Argued April 16, 1984 Decided June 28, 1984
To avoid conflicts of interest, an order of the Florida Department of Highway Safety and Motor Vehicles (Department) required that proposed outside employment of members of the Florida Highway Patrol be approved by the Department. Appellee, a Highway Patrol employee, originally received permission in 1977 to accept part-time employment with a County Sheriff's Office, but the permission was later revoked. When appellee refused to quit his part-time job, the Director of the Highway Patrol, in 1977, ordered that appellee's employment with the Patrol be terminated. While appellee's administrative appeal was pending, he and the Department settled the dispute, and he was reinstated. But friction between appellee and his superiors continued, and he resigned in 1979 after he was suspended from the Patrol. Appellee then filed the present suit against appellants, certain present and former officials of the Department and the Highway Patrol, seeking relief under 42 U.S.C. § 1983. He requested a declaration that appellants in 1977 had violated the Due Process Clause of the Fourteenth Amendment by discharging him without a formal pretermination or a prompt post-termination hearing, and he sought an award of money damages. Granting the requested relief, the court ultimately held that appellants had forfeited their qualified immunity from suit under § 1983 because even though appellee's due process rights were not "clearly established" at the time of his discharge in 1977, appellants had not followed administrative regulations in discharging appellee. The court concluded that therefore appellants' belief in the legality of their conduct was unreasonable and they were not entitled to qualified immunity. The Court of Appeals affirmed.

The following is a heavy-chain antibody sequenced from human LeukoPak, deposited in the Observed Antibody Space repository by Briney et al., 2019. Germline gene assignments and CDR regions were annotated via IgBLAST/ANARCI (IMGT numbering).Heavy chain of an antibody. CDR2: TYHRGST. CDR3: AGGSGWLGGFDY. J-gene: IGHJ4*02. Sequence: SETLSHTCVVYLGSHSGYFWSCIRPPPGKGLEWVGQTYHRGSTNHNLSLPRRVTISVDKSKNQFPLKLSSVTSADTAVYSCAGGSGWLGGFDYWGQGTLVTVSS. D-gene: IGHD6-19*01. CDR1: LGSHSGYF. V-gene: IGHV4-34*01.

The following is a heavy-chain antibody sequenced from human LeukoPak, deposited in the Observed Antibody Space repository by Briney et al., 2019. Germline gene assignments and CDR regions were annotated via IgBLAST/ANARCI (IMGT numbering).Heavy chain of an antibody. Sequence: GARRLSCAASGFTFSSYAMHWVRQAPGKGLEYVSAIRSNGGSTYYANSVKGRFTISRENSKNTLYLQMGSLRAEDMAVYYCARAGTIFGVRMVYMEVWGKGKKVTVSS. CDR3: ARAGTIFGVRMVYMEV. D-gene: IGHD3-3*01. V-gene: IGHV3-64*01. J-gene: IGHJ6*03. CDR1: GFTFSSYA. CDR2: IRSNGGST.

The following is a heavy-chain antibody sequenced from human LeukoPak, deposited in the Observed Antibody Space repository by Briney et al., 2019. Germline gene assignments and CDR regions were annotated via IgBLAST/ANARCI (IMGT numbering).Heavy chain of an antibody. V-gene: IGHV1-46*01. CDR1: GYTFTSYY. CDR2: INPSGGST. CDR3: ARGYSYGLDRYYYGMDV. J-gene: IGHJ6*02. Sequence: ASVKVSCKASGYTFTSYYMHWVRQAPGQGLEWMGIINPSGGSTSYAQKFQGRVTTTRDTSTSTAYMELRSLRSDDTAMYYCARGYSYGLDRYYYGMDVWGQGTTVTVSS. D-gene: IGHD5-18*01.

Held: A plaintiff who seeks damages for violation of constitutional or statutory rights may overcome the defendant official's qualified immunity only by showing that those rights were clearly established at the time of the conduct at issue. Appellee made no such showing. Whether an official may prevail in his qualified immunity defense depends upon the objective reasonableness of his conduct as measured by reference to clearly established law. No other circumstances are relevant to the issue of qualified immunity. Harlow v. Fitzgerald, 457 U.S. 800. Pp. 190-197.
(a) As the District Court recognized, there was authoritative precedent in the Circuit that the constitutional right of a state employee to a pretermination or a prompt post-termination hearing was not well established at the time of the conduct in question. Nor was it unreasonable, under Fourteenth Amendment due process principles, for the Department to conclude that appellee had been provided with the fundamentals of due process. Thus, the District Court correctly held that appellee demonstrated no violation of his clearly established constitutional rights. Pp. 191-193.
(b) Appellants did not forfeit their qualified immunity from suit for violation of federal constitutional rights merely because they failed to comply with a clear state regulation. Appellee contended that an official's violation of a clear state statute or regulation, although not itself actionable under § 1983, should deprive the official of qualified immunity from damages for violation of other statutory or constitutional provisions. If such view were adopted, it would disrupt the proper balance between the interests in vindication of citizens' constitutional rights and in public officials' effective performance of their duties. Nor would it always be fair, or sound policy, to demand official compliance with a statute or regulation on pain of money damages. Officials are subject to a plethora of rules, often so voluminous, ambiguous, and contradictory, and in such flux that officials can comply with them only selectively. In these circumstances, officials should not err always on the side of caution. Pp. 193-196.
710 F.2d 838, reversed and remanded.